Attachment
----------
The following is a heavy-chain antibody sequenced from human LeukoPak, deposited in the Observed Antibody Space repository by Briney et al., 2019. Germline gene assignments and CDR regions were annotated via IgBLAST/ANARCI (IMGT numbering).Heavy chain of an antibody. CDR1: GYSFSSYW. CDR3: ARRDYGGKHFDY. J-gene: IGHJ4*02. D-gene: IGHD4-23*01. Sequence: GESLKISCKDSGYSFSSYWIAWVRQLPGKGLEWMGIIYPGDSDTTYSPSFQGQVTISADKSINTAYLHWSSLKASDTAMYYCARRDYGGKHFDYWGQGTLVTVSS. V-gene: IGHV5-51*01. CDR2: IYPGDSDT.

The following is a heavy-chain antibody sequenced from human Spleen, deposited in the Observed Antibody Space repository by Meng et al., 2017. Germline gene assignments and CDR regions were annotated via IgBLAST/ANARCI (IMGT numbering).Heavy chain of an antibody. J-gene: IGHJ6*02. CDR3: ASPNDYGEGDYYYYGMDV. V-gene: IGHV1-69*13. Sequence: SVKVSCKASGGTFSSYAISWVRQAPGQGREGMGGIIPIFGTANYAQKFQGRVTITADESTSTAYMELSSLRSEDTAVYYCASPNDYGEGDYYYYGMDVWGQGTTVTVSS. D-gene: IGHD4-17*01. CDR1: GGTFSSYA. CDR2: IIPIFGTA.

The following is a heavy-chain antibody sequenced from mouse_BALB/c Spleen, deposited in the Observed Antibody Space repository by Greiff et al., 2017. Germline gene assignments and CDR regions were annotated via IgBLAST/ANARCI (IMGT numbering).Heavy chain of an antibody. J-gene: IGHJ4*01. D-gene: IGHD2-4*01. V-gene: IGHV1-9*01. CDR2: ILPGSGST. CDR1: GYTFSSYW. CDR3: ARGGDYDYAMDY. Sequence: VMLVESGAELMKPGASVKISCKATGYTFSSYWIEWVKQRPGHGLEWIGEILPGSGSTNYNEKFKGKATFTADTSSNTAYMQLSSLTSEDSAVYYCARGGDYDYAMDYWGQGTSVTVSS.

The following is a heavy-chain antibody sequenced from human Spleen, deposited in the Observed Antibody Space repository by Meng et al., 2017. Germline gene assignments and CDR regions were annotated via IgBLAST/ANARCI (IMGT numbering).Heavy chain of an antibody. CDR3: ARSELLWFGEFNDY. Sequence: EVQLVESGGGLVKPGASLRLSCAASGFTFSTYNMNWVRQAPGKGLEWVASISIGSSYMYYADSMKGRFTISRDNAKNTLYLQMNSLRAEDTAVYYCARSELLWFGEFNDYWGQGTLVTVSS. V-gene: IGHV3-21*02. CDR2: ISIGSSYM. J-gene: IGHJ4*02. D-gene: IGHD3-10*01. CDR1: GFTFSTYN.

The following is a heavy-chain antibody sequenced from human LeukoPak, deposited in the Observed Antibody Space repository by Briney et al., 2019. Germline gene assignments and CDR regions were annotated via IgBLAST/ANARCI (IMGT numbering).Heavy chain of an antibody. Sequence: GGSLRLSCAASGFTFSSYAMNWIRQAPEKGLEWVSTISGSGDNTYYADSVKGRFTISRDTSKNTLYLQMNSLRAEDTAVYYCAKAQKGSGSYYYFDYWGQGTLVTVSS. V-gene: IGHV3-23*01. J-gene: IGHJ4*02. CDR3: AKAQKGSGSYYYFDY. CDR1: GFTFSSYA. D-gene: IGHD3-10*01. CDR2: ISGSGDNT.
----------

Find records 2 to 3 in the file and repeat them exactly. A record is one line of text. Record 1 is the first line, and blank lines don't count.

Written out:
The following is a heavy-chain antibody sequenced from human Spleen, deposited in the Observed Antibody Space repository by Meng et al., 2017. Germline gene assignments and CDR regions were annotated via IgBLAST/ANARCI (IMGT numbering).Heavy chain of an antibody. J-gene: IGHJ6*02. CDR3: ASPNDYGEGDYYYYGMDV. V-gene: IGHV1-69*13. Sequence: SVKVSCKASGGTFSSYAISWVRQAPGQGREGMGGIIPIFGTANYAQKFQGRVTITADESTSTAYMELSSLRSEDTAVYYCASPNDYGEGDYYYYGMDVWGQGTTVTVSS. D-gene: IGHD4-17*01. CDR1: GGTFSSYA. CDR2: IIPIFGTA.

The following is a heavy-chain antibody sequenced from mouse_BALB/c Spleen, deposited in the Observed Antibody Space repository by Greiff et al., 2017. Germline gene assignments and CDR regions were annotated via IgBLAST/ANARCI (IMGT numbering).Heavy chain of an antibody. J-gene: IGHJ4*01. D-gene: IGHD2-4*01. V-gene: IGHV1-9*01. CDR2: ILPGSGST. CDR1: GYTFSSYW. CDR3: ARGGDYDYAMDY. Sequence: VMLVESGAELMKPGASVKISCKATGYTFSSYWIEWVKQRPGHGLEWIGEILPGSGSTNYNEKFKGKATFTADTSSNTAYMQLSSLTSEDSAVYYCARGGDYDYAMDYWGQGTSVTVSS.